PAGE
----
asked Her Majesty’s Government:
Further to the Statement by the Chancellor of the Exchequer on 20 November about the loss of data by HM Revenue and Customs, whether any further details have come to light over the loss of the data; and whether any more files containing confidential personal information are unaccounted for.
My Lords, the police continue to have no reason to believe that the child benefit data have fallen into the wrong hands. On 20 November, the Chancellor announced an independent review of HMRC’s data-handling procedure to be conducted by Kieran Poynter, the chair of PricewaterhouseCoopers.
My Lords, I thank the Minister for that reply but since the Chancellor made his Statement two weeks ago, we have heard that both the banks and the National Audit Office have publicly disagreed with his version of events. We now know that none of the data was encrypted and that the letters of apology that were subsequently sent contained confidential information, with some being sent to the wrong addresses; worst of all, the disks have not been found. Does the Minister agree that it would be difficult to find a more comprehensive example of incompetence?
My Lords, the Chancellor made it clear in his Statement how much he regretted this grievous error in data-handling by the department. However, the noble Baroness will recognise that the Government have put in hand procedures to guarantee that it does not happen again, and that is the issue about which the nation is exercised.
My Lords, we have lessons to learn and that is why Kieran Poynter is to produce a report, which the Chancellor will bring to the attention of the other place. However, a new three-step procedure has already been established for staff who handle requests for bulk data transfers. Transfers take place only when, in addition to being lawful, they are absolutely necessary, when written authorisation has been given by a senior manager and when clear instructions have been given regarding the appropriate standard of protection for the transfer. The Government have already taken that appropriate action in response to this grievous mistake.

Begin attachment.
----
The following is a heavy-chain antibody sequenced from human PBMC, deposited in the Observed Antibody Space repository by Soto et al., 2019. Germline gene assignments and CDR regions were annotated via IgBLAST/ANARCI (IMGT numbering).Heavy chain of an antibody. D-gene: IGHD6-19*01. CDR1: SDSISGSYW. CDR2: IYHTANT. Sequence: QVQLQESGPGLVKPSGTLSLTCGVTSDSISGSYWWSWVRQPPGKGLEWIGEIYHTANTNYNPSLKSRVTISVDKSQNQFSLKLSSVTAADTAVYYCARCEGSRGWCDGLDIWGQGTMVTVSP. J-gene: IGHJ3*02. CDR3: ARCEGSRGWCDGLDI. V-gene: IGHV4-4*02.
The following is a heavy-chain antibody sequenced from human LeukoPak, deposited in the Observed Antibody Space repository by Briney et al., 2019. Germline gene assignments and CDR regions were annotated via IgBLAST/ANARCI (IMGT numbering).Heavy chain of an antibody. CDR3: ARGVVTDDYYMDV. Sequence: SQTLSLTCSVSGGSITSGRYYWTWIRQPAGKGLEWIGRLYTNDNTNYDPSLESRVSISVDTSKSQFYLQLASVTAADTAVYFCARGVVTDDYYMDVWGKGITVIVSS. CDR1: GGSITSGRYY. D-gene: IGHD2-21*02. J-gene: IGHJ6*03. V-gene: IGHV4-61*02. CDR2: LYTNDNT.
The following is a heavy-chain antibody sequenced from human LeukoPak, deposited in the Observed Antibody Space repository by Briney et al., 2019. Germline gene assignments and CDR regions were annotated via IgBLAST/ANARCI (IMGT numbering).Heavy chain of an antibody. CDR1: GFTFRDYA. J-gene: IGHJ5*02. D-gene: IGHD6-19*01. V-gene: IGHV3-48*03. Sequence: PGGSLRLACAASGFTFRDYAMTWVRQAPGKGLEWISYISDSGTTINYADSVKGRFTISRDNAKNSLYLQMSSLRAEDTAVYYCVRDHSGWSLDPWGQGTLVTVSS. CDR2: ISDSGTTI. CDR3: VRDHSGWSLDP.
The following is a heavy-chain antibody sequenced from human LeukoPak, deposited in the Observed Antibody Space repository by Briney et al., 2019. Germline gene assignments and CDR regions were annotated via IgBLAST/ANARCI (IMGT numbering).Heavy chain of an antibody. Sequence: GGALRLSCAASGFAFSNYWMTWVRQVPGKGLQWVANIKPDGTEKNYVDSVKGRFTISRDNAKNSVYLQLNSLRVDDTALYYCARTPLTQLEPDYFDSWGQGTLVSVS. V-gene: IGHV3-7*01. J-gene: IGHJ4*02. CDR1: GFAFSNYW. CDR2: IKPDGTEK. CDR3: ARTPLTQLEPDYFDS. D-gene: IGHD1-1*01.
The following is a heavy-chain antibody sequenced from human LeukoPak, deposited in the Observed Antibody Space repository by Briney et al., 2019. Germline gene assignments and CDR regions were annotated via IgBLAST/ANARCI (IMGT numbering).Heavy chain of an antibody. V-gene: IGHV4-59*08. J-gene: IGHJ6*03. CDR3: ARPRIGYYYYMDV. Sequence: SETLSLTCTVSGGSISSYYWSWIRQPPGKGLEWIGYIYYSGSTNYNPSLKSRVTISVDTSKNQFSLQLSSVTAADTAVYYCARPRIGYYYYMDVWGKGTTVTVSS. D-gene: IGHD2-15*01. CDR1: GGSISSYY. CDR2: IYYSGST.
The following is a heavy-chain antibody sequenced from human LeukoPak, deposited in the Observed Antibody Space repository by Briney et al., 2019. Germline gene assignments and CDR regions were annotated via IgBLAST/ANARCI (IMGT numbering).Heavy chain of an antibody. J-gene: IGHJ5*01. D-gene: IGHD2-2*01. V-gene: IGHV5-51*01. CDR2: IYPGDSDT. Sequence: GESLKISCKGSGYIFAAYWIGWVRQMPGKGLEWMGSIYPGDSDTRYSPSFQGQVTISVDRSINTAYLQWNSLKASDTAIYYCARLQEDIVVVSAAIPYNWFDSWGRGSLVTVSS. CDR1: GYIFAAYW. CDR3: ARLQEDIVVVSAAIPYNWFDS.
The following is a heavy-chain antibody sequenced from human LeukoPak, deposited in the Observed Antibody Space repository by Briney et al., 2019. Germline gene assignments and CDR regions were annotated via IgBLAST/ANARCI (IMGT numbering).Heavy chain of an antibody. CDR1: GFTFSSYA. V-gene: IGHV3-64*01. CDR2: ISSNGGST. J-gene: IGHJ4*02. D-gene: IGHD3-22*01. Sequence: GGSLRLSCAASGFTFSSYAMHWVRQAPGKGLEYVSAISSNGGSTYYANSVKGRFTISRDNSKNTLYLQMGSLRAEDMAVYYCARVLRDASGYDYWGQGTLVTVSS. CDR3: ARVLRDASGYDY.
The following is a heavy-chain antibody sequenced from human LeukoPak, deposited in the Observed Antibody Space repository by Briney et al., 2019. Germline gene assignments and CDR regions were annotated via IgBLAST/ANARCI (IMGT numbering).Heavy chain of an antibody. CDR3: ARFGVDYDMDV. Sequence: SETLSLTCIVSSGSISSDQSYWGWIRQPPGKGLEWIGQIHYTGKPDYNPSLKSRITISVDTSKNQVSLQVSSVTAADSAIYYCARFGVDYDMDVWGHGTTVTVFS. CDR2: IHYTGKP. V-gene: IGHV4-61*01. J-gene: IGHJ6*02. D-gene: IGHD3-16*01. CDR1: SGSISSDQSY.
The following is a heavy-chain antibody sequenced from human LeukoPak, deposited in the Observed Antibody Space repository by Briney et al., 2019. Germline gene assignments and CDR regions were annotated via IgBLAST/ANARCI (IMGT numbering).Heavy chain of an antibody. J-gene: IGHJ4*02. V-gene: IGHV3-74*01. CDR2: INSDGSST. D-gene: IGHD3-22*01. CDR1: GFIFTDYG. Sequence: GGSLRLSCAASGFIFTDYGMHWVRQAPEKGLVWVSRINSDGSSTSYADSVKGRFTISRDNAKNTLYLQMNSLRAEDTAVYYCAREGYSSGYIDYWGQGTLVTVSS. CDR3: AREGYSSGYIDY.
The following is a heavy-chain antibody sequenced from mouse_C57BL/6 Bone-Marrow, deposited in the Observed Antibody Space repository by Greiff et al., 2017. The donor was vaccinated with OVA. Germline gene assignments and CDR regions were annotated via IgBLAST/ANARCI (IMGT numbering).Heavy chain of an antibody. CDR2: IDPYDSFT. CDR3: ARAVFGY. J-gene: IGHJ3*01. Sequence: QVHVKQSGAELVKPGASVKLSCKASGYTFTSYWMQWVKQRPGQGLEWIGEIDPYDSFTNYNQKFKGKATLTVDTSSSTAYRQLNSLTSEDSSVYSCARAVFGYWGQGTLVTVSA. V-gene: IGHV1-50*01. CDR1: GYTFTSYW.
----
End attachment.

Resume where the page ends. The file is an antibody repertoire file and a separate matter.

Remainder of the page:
My Lords, the Minister may be aware of the “Panorama” programme on Friday last week in which a professor of computing at Cambridge said, “We have warned the Government repeatedly that if you have a very large database with a very large number of people having access to it, it is not a question of if but when there will be a breach of security”. Is that not a lesson which the Government should have learnt and which they should not have to relearn now?
My Lords, I am glad that the noble Earl is able to be so categorical about these issues in advance of the report which is being prepared for the Chancellor and which we shall all have the opportunity to discuss. However, if the burden of the noble Earl’s contribution is that the Government should cease to use computers and data collection extensively, how does he think that administration will be carried on in this country?
My Lords, following this debacle, can the Minister give assurances that the powers of the Information Commissioner can be strengthened to prevent further loss of confidential information? Does the Minister agree that there is a strong case for more shared managed services in the public sector, which will provide both technical and, just as importantly, best-practice management support to prevent further breaches?